Firefighters across England and Wales have walked out over a row with the UK government about pensions.
Members of the Fire Brigades Union undertook industrial action for four hours at 10am on 13 November for the fourth time in recent weeks.
The FBU said firefighters who are forced to retire before 60 as a result of declining fitness could now receive pensions of just more than £9,000 a year as a result of the latest government proposals.
"Firefighters simply want an affordable and workable pension that reflects the job we do," said Matt Wrack, FBU general secretary. "But with employee costs going up, firefighters are being priced out the scheme threatening its sustainability."
He added: "We're keen to resolve this through negotiations, but the government is simply ignoring all the evidence we have submitted."
The government has claimed that firefighters who work for 40 years would receive £19,000 a year.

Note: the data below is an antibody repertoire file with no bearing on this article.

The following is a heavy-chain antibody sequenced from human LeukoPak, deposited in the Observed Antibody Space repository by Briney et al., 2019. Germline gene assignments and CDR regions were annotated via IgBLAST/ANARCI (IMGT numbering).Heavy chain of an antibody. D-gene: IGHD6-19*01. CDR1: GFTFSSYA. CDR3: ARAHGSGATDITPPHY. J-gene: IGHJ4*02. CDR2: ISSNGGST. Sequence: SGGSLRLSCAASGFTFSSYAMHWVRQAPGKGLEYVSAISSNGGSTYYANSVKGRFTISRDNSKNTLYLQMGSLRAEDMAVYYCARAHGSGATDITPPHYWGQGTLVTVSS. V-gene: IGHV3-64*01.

But the FBU said most firefighters take home approximately £1,650 a month and most already pay £320 or more a month into their pensions, and from April 2014 this will rise for the third year in a row to over £340 a month (£4,000 a year).
The union argued that the scheme is one of the most expensive for workers "anywhere in the public or private sector".
But Brandon Lewis MP, the Fire Services Minister, argued the FBU does not want to resolve the pension dispute.
He said: "The FBU's fourth strike day contradicts its claims to want to resolve this dispute through negotiation and further damages the good reputation of firefighters with the public.
"The offer on the table has significant advantages over the Scottish fitness principles that the FBU has already accepted. These proposals provide a firm basis for resolving this dispute."
The union also said that firefighters have voted in a ballot over additional forms of industrial action.